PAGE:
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The Cocoon reinterprets the coffin


July 4, 2006

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July 5, 2006 Given that people pride themselves on being so individualistic in life, it’s interesting to note that the coffin remains substantially the same rectilinear shape for most people. So we thought the Cocoon deserved a mention as it’s a reinterpretation of the traditional coffin and steps into new territory in terms of its symbolism. The Cocoon shape is borrowed from nature to symbolise a feeling of security and the passage to something new. Nature’s theme of the “perfect shelter” is furthered by the use of renewable fast-growing primary resources (untreated jute and a natural resin) that bio-degrade within 10-15 years. At UE3000 plus shipping, the Cocoon can be delivered anywhere in Germany within 2-3 days and anywhere in Europe within a week. Clearly, there's an opportunity for international distributors of the product.

The winner of an IDEA Silver Medal at the 2006 awards, the philosophy of the Cocoon focuses on people who want to learn to live with the loss of somebody beloved. There is no elaborate decoration in order that “the focus should lie on the personality of the deceased.”

The company UONO was established in Germany in 2005 by Andreas Spiegel. After studies at the Universities of Passau and Munich, Spiegel was a lecturer at Katholische Universität Eichstätt-Ingolstadt when he first started to develop the concept of the Cocoon in 2004. His decision to reinterpret the traditional coffin design saw him leave classical terrain using “pure shapes” to achieve “timeless elegance.”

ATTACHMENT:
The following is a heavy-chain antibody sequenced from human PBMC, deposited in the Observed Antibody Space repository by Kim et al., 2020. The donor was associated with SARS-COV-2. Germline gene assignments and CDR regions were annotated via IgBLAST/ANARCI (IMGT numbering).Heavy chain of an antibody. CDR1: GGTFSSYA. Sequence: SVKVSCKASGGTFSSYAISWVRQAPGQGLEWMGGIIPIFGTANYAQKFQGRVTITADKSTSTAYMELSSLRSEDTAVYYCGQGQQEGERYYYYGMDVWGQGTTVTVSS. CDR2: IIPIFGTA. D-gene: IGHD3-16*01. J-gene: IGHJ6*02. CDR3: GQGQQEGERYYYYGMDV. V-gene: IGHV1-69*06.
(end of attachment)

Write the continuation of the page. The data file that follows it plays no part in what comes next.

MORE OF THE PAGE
The Cocoon can be used in the cremation process too, and the high-gloss varnish is water based and harmless to the environment. Every coffin is manufactured exclusively by hand.

About the Author
Mike Hanlon Mike grew up thinking he would become a mathematician, accidentally started motorcycle racing, got a job writing road tests for a motorcycle magazine while at university, and became a writer. As a travelling photojournalist during his early career, his work was published in a dozen languages across 20+ countries. He went on to edit or manage over 50 print publications, with target audiences ranging from pensioners to plumbers, many different sports, many car and motorcycle magazines, with many more in the fields of communication - narrow subject magazines on topics such as advertising, marketing, visual communications, design, presentation and direct marketing. Then came the internet and Mike managed internet projects for Australia's largest multimedia company, Telstra.com.au (Australia's largest Telco), Seek.com.au (Australia's largest employment site), top100.com.au, hitwise.com, and a dozen other internet start-ups before founding Gizmag in 2002. Now he writes and thinks. All articles by Mike Hanlon
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